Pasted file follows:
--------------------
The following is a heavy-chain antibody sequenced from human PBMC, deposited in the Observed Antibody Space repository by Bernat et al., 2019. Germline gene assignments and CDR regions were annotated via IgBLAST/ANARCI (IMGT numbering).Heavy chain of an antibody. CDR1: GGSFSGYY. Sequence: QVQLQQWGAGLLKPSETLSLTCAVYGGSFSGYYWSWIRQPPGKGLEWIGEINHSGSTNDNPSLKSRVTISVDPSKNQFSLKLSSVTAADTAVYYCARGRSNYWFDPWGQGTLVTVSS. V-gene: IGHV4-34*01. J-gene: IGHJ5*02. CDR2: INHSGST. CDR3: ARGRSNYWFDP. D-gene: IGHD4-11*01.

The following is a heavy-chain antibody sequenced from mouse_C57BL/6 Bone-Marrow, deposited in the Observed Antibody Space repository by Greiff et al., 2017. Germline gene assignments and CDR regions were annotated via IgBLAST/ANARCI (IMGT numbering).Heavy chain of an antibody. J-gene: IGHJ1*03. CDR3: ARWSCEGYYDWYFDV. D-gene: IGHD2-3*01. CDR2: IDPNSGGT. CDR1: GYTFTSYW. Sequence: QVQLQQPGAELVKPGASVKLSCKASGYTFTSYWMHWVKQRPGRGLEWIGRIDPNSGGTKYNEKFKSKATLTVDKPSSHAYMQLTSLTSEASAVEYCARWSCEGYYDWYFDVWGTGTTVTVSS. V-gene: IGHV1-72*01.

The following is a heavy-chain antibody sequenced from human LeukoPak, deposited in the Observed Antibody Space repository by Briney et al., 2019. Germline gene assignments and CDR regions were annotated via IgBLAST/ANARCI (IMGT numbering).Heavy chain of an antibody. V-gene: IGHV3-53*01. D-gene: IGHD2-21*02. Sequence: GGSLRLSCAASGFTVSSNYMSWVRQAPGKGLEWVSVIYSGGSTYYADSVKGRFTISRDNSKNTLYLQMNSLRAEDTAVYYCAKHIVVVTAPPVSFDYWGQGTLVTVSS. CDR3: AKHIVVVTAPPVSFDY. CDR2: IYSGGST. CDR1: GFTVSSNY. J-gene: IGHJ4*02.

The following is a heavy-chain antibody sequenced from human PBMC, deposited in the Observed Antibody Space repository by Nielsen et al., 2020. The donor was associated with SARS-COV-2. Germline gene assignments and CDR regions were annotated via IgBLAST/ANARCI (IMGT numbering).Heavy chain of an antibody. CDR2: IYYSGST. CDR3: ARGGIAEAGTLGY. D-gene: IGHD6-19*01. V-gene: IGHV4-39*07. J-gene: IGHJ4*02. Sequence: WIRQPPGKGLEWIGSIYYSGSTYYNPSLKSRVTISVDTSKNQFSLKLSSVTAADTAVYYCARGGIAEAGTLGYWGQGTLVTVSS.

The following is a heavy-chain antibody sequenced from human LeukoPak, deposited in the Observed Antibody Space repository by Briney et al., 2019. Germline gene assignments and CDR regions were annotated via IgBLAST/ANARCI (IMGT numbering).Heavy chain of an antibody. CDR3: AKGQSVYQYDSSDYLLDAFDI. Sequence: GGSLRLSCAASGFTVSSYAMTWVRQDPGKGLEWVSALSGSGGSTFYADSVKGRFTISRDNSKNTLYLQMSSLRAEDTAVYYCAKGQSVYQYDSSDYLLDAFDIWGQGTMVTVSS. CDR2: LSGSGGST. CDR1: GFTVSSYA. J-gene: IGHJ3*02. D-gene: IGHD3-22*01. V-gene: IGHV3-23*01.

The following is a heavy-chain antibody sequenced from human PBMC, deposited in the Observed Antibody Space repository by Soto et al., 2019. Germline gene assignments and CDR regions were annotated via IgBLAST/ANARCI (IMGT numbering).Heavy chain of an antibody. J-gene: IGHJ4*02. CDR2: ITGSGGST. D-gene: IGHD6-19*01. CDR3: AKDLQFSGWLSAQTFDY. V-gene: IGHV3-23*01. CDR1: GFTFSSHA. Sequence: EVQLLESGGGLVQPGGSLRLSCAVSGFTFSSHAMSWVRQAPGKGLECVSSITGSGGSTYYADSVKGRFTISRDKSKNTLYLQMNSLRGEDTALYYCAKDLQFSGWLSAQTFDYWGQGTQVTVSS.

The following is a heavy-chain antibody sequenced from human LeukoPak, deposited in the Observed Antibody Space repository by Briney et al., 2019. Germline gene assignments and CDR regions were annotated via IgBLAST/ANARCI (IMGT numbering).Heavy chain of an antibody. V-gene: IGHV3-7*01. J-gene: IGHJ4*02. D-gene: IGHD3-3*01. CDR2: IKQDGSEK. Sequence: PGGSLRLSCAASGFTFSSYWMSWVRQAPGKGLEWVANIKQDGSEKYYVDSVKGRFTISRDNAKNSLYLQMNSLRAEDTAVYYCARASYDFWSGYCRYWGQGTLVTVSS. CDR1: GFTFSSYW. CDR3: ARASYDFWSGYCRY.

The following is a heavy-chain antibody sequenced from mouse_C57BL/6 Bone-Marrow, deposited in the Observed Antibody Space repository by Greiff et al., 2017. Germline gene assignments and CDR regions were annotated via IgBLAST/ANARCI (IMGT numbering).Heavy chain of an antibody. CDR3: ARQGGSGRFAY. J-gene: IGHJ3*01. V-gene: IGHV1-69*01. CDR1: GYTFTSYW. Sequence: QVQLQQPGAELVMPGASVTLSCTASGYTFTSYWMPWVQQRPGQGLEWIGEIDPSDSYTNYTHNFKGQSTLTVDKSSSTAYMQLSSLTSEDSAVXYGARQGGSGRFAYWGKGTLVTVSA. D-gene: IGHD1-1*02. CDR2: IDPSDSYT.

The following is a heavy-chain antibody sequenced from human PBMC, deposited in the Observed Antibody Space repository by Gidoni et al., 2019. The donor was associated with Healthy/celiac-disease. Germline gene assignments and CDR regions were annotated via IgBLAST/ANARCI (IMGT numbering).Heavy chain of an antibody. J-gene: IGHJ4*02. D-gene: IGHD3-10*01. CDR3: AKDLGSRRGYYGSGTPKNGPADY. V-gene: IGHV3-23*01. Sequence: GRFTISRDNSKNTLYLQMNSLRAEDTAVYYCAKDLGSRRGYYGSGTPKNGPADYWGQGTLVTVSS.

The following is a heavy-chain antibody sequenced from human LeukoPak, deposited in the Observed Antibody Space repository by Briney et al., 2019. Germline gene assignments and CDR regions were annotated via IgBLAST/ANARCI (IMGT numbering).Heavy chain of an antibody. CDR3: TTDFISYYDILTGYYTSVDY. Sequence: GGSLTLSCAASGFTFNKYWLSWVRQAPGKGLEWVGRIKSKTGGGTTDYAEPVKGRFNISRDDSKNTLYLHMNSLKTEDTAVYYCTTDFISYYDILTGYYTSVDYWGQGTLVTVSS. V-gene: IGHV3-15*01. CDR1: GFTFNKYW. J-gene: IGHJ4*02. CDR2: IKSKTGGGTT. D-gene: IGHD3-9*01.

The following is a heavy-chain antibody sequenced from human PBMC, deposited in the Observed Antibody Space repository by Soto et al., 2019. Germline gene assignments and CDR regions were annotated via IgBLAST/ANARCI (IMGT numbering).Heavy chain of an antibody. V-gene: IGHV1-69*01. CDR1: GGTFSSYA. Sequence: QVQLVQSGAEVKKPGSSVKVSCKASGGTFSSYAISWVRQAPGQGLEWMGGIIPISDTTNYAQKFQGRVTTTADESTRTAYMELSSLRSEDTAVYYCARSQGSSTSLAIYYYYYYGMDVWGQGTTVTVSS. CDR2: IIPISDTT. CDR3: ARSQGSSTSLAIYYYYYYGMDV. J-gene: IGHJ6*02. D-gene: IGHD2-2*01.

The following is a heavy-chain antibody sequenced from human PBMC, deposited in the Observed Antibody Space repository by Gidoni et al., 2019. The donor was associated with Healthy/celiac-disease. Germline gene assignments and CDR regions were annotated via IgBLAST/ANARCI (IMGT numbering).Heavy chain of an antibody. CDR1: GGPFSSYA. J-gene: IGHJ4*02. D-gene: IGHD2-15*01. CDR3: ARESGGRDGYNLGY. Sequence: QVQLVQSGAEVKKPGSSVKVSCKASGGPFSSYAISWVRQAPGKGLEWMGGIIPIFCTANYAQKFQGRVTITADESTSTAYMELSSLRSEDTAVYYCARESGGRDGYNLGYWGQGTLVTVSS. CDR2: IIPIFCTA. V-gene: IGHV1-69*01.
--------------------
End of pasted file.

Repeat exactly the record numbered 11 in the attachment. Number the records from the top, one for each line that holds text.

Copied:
The following is a heavy-chain antibody sequenced from human PBMC, deposited in the Observed Antibody Space repository by Soto et al., 2019. Germline gene assignments and CDR regions were annotated via IgBLAST/ANARCI (IMGT numbering).Heavy chain of an antibody. V-gene: IGHV1-69*01. CDR1: GGTFSSYA. Sequence: QVQLVQSGAEVKKPGSSVKVSCKASGGTFSSYAISWVRQAPGQGLEWMGGIIPISDTTNYAQKFQGRVTTTADESTRTAYMELSSLRSEDTAVYYCARSQGSSTSLAIYYYYYYGMDVWGQGTTVTVSS. CDR2: IIPISDTT. CDR3: ARSQGSSTSLAIYYYYYYGMDV. J-gene: IGHJ6*02. D-gene: IGHD2-2*01.